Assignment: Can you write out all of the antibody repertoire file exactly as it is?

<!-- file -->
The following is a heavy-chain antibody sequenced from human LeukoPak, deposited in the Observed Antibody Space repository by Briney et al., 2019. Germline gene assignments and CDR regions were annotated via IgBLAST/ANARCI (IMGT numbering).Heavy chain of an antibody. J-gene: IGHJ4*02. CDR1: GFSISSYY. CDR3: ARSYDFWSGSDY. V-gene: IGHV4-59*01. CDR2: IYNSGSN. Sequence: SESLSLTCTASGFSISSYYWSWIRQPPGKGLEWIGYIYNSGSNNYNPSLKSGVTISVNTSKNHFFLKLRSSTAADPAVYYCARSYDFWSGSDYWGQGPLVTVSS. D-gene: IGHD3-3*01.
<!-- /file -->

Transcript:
The following is a heavy-chain antibody sequenced from human LeukoPak, deposited in the Observed Antibody Space repository by Briney et al., 2019. Germline gene assignments and CDR regions were annotated via IgBLAST/ANARCI (IMGT numbering).Heavy chain of an antibody. J-gene: IGHJ4*02. CDR1: GFSISSYY. CDR3: ARSYDFWSGSDY. V-gene: IGHV4-59*01. CDR2: IYNSGSN. Sequence: SESLSLTCTASGFSISSYYWSWIRQPPGKGLEWIGYIYNSGSNNYNPSLKSGVTISVNTSKNHFFLKLRSSTAADPAVYYCARSYDFWSGSDYWGQGPLVTVSS. D-gene: IGHD3-3*01.